Seventeen magazine to stop airbrushing due to teen girl’s petition

Nadine Bells
Shine On

In April, Julia Bluhm, a 14-year-old girl from Waterville, Maine, launched a petition, asking Seventeen magazine to print one unaltered photo spread in each issue.

Read the petition here.

"For the sake of all the struggling girls all over America, who read Seventeen and think these fake images are what they should be, I'm stepping up. I know how hurtful these Photoshopped images can be. I'm a teenage girl, and I don't like what I see. None of us do. Will you join us by signing this petition and asking Seventeen to take a stand as well and commit to one unaltered photo spread a month?" the petition concludes.

The petition went viral, quickly acquiring over 85,000 signatures.

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Seventeen editors responded to the pressure, outlining a new "Body Peace Treaty" which promises to not alter girls' faces or body shapes in its pages and to celebrate every kind of beauty, the New York Times reports.

"Seventeen listened! They're saying they won't use Photoshop to digitally alter their models! This is a huge victory, and I'm so unbelievably happy," Bluhm writes in a message to her supporters, encouraging them to sign a new petition asking the same from Teen Vogue.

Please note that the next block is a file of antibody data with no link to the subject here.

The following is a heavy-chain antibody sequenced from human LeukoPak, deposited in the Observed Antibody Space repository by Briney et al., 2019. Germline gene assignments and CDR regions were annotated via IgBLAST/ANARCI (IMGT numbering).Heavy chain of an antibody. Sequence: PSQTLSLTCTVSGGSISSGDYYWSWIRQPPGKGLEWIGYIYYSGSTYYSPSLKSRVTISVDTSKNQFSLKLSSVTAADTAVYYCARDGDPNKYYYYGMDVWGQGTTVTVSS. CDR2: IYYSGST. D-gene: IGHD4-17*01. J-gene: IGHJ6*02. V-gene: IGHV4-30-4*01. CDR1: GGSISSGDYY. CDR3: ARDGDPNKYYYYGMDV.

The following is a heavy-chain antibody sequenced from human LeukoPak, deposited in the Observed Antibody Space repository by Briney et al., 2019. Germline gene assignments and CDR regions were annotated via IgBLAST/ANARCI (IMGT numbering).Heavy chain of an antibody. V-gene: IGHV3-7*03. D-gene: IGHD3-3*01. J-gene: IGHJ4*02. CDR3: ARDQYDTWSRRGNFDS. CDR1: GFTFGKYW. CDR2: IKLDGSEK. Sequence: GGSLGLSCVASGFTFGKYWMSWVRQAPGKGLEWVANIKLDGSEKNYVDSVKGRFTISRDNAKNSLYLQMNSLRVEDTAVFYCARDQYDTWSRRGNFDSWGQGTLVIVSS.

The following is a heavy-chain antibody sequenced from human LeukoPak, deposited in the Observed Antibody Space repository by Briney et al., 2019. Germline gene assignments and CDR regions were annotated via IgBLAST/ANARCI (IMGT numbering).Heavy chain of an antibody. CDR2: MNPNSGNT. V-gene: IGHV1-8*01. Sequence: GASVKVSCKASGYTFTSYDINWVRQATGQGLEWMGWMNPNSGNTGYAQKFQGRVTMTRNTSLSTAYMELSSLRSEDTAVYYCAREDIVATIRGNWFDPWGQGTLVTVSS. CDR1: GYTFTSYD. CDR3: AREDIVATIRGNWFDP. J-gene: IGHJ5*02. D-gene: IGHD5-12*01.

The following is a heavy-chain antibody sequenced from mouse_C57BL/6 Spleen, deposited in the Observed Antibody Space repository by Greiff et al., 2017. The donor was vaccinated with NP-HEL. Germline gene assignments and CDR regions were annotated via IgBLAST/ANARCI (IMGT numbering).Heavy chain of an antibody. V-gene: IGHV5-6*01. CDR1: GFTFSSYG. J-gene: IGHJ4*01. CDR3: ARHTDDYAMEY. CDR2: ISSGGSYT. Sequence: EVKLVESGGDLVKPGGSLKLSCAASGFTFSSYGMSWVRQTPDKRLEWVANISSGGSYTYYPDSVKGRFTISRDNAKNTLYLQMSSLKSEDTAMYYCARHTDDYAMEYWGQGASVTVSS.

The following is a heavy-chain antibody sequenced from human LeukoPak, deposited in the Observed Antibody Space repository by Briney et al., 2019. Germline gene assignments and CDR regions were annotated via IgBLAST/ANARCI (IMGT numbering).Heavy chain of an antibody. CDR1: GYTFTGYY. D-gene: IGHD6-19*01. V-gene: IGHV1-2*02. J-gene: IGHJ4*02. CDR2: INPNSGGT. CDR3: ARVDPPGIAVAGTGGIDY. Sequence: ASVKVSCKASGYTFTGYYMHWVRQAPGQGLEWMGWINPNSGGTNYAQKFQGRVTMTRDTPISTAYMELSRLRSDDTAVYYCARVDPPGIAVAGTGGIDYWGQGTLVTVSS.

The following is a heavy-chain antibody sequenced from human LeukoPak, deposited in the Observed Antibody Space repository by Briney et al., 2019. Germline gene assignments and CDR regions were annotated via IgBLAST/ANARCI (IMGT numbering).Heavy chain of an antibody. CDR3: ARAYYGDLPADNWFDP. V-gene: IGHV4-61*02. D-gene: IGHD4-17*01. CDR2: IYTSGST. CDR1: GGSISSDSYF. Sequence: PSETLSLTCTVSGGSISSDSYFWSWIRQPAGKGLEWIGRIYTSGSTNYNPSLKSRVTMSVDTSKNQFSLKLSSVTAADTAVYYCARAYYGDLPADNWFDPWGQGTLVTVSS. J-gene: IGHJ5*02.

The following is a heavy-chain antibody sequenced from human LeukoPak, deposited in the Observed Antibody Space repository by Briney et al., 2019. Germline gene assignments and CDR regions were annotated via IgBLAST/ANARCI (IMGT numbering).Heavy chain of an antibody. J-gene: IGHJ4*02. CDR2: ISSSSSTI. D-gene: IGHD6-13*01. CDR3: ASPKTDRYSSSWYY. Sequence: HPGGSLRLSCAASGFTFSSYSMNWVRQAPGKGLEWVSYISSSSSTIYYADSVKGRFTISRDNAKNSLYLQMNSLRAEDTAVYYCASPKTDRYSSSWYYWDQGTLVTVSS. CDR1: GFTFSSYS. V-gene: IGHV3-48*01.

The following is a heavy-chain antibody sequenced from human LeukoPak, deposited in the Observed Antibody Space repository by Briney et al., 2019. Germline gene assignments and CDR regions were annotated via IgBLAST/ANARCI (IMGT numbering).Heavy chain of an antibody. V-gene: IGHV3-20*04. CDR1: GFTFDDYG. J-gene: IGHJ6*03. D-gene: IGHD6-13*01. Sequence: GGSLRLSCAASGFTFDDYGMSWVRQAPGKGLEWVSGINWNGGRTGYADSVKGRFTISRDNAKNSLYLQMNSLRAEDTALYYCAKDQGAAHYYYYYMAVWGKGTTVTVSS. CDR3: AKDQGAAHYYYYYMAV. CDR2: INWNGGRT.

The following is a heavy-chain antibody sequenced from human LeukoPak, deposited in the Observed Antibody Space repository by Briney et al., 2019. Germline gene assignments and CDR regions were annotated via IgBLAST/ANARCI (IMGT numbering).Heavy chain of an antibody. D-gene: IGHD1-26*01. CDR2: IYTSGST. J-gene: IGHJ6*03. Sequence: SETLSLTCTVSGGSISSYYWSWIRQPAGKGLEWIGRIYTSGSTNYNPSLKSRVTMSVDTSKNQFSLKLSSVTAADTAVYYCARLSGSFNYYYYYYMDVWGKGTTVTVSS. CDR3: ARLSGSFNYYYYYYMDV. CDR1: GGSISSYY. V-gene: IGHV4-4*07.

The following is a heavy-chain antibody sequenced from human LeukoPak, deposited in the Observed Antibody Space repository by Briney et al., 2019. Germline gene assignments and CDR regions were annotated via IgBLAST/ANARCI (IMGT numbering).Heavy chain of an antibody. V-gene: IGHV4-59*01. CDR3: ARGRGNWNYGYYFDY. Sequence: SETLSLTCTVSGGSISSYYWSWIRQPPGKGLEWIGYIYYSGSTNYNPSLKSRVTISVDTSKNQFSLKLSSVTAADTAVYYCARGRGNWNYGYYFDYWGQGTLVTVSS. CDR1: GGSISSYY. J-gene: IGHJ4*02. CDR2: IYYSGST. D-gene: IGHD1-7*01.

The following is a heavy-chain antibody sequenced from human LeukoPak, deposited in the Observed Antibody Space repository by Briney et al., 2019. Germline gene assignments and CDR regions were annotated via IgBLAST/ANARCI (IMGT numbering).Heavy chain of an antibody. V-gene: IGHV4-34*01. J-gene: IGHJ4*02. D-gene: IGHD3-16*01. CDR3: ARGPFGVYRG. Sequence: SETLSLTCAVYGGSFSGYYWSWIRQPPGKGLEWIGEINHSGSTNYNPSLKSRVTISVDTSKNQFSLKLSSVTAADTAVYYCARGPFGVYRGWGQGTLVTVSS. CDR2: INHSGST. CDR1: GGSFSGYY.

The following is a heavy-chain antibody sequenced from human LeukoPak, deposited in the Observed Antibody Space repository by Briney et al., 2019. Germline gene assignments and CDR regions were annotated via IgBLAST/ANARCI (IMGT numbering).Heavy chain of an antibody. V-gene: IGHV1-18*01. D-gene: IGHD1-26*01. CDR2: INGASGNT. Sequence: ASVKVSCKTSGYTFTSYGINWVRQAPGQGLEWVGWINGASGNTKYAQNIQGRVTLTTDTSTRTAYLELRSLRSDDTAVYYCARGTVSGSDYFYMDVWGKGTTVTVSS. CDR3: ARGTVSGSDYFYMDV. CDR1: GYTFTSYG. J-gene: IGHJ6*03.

"Another petition is being started by SPARK activists Emma and Carina, targeting Teen Vogue and I will sign it. If we can be heard by one magazine, we can do it with another. We are sparking a change!"

While some photo editing will still be done — removing flyaway hairs or severe wrinkles in clothing, for example — the magazine's Tumblr site will document photo shoots and explain the edits.

This image explains the edits that will continue.

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Earlier this year, Glamour magazine pledged to tone down the retouching in its spreads, going as far as "asking photographers we hire not to manipulate body size in the photos we commission, even if a celebrity or model requests a digital diet (alas, it happens)."

Dr. Barbara L. McAnemy of the American Medical Association supports Bluhm's assertions, stating that extremely altered images "can create unrealistic expectations of appropriate body image."

"We must stop exposing impressionable children and teenagers to advertisements portraying models with body types only attainable with the help of photo editing software," she says.

After-all, beautiful people are still beautiful without Photoshop. Check out this slideshow of Photoshop-free celebrities for proof.

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